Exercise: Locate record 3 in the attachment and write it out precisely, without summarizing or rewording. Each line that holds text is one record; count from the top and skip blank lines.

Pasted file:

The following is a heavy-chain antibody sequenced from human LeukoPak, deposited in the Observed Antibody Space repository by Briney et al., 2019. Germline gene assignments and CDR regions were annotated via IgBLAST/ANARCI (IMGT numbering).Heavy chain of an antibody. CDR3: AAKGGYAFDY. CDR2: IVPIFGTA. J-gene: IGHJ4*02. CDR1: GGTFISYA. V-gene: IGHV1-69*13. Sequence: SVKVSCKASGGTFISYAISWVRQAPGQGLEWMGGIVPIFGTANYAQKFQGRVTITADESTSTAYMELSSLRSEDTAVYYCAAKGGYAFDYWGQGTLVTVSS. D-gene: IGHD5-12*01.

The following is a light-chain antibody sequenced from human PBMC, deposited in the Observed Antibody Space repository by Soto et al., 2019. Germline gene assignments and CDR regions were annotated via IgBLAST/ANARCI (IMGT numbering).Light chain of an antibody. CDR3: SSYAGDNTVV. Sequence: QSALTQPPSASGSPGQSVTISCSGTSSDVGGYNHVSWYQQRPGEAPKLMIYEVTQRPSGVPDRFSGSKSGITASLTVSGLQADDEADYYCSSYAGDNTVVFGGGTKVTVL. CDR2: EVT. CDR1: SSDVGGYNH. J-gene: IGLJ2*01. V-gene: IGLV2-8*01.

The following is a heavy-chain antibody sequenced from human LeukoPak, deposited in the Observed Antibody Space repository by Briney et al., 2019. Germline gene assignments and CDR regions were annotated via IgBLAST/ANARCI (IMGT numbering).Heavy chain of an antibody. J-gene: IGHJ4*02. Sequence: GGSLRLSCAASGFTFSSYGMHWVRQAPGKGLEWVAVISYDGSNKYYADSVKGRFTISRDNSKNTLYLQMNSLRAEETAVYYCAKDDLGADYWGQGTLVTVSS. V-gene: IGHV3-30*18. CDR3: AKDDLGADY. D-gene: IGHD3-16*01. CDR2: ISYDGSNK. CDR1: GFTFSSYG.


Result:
The following is a heavy-chain antibody sequenced from human LeukoPak, deposited in the Observed Antibody Space repository by Briney et al., 2019. Germline gene assignments and CDR regions were annotated via IgBLAST/ANARCI (IMGT numbering).Heavy chain of an antibody. J-gene: IGHJ4*02. Sequence: GGSLRLSCAASGFTFSSYGMHWVRQAPGKGLEWVAVISYDGSNKYYADSVKGRFTISRDNSKNTLYLQMNSLRAEETAVYYCAKDDLGADYWGQGTLVTVSS. V-gene: IGHV3-30*18. CDR3: AKDDLGADY. D-gene: IGHD3-16*01. CDR2: ISYDGSNK. CDR1: GFTFSSYG.